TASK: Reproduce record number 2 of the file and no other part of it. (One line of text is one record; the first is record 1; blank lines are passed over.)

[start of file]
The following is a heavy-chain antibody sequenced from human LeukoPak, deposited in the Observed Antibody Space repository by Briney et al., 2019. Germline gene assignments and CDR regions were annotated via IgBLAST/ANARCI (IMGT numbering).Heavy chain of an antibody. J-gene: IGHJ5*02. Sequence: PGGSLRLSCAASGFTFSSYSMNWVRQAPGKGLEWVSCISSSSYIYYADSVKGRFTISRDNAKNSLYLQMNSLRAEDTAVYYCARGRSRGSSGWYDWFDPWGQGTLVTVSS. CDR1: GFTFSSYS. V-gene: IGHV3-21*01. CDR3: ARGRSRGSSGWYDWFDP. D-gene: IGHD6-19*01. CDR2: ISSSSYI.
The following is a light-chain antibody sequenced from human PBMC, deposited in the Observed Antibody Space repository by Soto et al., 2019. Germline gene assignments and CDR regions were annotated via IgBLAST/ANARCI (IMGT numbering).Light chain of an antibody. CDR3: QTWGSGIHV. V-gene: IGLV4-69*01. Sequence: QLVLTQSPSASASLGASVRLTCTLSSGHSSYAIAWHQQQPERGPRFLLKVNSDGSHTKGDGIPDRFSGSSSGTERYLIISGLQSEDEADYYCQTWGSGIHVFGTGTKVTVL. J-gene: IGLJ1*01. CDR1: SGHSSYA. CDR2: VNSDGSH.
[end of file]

The following is a light-chain antibody sequenced from human PBMC, deposited in the Observed Antibody Space repository by Soto et al., 2019. Germline gene assignments and CDR regions were annotated via IgBLAST/ANARCI (IMGT numbering).Light chain of an antibody. CDR3: QTWGSGIHV. V-gene: IGLV4-69*01. Sequence: QLVLTQSPSASASLGASVRLTCTLSSGHSSYAIAWHQQQPERGPRFLLKVNSDGSHTKGDGIPDRFSGSSSGTERYLIISGLQSEDEADYYCQTWGSGIHVFGTGTKVTVL. J-gene: IGLJ1*01. CDR1: SGHSSYA. CDR2: VNSDGSH.